Wear a mask and get vaccinated!

What he said!

honor the gods

This has been a public service announcement from Marcus Aurelius.

Readers, if you’re eligible for the vaccine and haven’t already done so, please get the shot/s.

We can’t make the world a better place without your help.


Remix background: Last Words of the Emperor Marcus Aurelius by Eugène Delacroix, 1884. Collection of the Fine Arts Museum of Lyon. Image source: (X). Image license: The author died in 1863, so this work is in the public domain in its country of origin and other countries and areas where the copyright term is the author’s life plus 100 years or fewer. This work is in the public domain in the United States because it was published before January 1, 1926.

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Podcast Episode 5

Check out the last podcast of the season, where I ponder whether writing what you know is really the best approach. What are your thoughts? Share in the comments….

You can give it a listen right here, or follow this link to find out where else my podcast is available. Subscribe for free and keep an eye out for Season 2!


Aspasía S. Bissas

10 Ways to Inspire Your Creativity

10 Ways to Inspire Your Creativity, blog post by Aspasia S. Bissas, aspasiasbissas.com. Creative, inspiration, art, writing, create.
Photo by Andrea Piacquadio on Pexels.com

Everyone has times when they need to be creative (even those of you who swear you were born without the creativity gene). Whether you’re trying to turn random ingredients into dinner, or are writing an epic novel, creativity is part of life. But there are times when the creative energy seems to burn out and your perspective on your current project has gone stale. If you need help getting the inspiration flowing again, here are ten things you can try to renew your creativity…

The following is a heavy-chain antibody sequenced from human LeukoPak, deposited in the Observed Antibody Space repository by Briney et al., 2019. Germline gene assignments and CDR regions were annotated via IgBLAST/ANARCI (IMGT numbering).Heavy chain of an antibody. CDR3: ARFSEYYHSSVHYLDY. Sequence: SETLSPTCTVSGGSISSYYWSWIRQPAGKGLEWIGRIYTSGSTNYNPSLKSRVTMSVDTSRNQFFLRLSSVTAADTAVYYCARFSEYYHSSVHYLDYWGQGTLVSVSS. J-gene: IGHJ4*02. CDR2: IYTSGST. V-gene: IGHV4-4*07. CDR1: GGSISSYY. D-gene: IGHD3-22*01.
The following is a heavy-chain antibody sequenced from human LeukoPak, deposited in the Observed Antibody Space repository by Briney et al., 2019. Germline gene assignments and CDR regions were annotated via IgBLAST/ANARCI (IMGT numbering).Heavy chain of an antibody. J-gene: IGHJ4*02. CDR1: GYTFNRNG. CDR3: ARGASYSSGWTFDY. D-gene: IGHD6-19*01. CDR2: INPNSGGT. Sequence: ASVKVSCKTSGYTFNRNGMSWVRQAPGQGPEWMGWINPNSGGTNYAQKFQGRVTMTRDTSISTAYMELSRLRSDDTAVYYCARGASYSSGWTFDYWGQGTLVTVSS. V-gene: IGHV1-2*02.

Don’t Force It

No matter how often people claim to work best under pressure, stress doesn’t usually produce quality results. Unless you’re aiming for quantity rather than quality, trash those arbitrary goals (1000 words every day! A new painting every week! Ten new ideas before lunch!). Take a deep breath, and relax. Don’t be afraid to walk away for a bit, if you need to (whether it’s for a five-minute break, an hour-long nap, or to start a new project entirely). It’s amazing how well the ideas come when you’re not forcing them.

10 Ways to Inspire Your Creativity, blog post by Aspasia S. Bissas, aspasiasbissas.com. Creative, inspiration, art, writing, create, color, colour, pencils, crayons.
Photo by Miguel u00c1. Padriu00f1u00e1n on Pexels.com

Try Something New

When your comfort zone feels tapped out, it can help to look for inspiration elsewhere. If you’re a painter, try listening to (or playing) music. If you’re a writer, bake something. It doesn’t matter what you do, as long as it’s something out of your ordinary. Creativity begets creativity, and being creative in a new way can spur you on in your usual field.

Take a Walk

Interrupting desk (or wherever you do your work) time with a walk may seem counter-intuitive, but a Stanford study found that a person walking, whether on a treadmill or out in the world, “produced twice as many creative responses” as someone sitting. The benefits continued even after the walk was over. The next time you need to brainstorm, consider doing it on the move.

10 Ways to Inspire Your Creativity, blog post by Aspasia S. Bissas, aspasiasbissas.com. Creative, inspiration, art, writing, create, walk, walking
Photo by Dhyamis Kleber on Pexels.com